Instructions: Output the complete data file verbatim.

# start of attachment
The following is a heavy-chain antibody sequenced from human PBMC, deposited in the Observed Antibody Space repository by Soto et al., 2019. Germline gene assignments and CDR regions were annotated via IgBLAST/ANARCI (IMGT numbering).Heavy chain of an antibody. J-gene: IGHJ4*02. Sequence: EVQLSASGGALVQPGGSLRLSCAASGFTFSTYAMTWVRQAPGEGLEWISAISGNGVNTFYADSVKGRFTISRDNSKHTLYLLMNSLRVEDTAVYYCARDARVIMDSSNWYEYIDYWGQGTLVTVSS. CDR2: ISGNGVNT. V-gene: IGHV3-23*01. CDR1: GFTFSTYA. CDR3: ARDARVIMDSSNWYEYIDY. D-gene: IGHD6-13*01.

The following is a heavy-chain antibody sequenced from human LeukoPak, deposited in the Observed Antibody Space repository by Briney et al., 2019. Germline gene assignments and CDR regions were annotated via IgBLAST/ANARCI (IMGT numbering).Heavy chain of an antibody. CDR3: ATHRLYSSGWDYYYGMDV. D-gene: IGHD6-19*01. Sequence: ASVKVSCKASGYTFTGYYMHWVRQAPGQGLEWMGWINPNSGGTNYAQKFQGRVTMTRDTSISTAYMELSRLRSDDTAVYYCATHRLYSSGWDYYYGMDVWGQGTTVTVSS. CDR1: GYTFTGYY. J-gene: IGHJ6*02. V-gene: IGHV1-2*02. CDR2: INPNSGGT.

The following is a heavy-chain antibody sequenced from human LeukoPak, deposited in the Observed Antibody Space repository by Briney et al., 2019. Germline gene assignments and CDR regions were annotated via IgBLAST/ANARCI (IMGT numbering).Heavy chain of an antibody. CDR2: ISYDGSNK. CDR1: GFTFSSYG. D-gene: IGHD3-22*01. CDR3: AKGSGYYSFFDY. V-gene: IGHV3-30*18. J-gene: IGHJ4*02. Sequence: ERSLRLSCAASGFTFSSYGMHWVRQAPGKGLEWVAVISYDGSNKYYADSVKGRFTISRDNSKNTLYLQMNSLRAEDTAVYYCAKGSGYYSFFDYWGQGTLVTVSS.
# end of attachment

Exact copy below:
The following is a heavy-chain antibody sequenced from human PBMC, deposited in the Observed Antibody Space repository by Soto et al., 2019. Germline gene assignments and CDR regions were annotated via IgBLAST/ANARCI (IMGT numbering).Heavy chain of an antibody. J-gene: IGHJ4*02. Sequence: EVQLSASGGALVQPGGSLRLSCAASGFTFSTYAMTWVRQAPGEGLEWISAISGNGVNTFYADSVKGRFTISRDNSKHTLYLLMNSLRVEDTAVYYCARDARVIMDSSNWYEYIDYWGQGTLVTVSS. CDR2: ISGNGVNT. V-gene: IGHV3-23*01. CDR1: GFTFSTYA. CDR3: ARDARVIMDSSNWYEYIDY. D-gene: IGHD6-13*01.

The following is a heavy-chain antibody sequenced from human LeukoPak, deposited in the Observed Antibody Space repository by Briney et al., 2019. Germline gene assignments and CDR regions were annotated via IgBLAST/ANARCI (IMGT numbering).Heavy chain of an antibody. CDR3: ATHRLYSSGWDYYYGMDV. D-gene: IGHD6-19*01. Sequence: ASVKVSCKASGYTFTGYYMHWVRQAPGQGLEWMGWINPNSGGTNYAQKFQGRVTMTRDTSISTAYMELSRLRSDDTAVYYCATHRLYSSGWDYYYGMDVWGQGTTVTVSS. CDR1: GYTFTGYY. J-gene: IGHJ6*02. V-gene: IGHV1-2*02. CDR2: INPNSGGT.

The following is a heavy-chain antibody sequenced from human LeukoPak, deposited in the Observed Antibody Space repository by Briney et al., 2019. Germline gene assignments and CDR regions were annotated via IgBLAST/ANARCI (IMGT numbering).Heavy chain of an antibody. CDR2: ISYDGSNK. CDR1: GFTFSSYG. D-gene: IGHD3-22*01. CDR3: AKGSGYYSFFDY. V-gene: IGHV3-30*18. J-gene: IGHJ4*02. Sequence: ERSLRLSCAASGFTFSSYGMHWVRQAPGKGLEWVAVISYDGSNKYYADSVKGRFTISRDNSKNTLYLQMNSLRAEDTAVYYCAKGSGYYSFFDYWGQGTLVTVSS.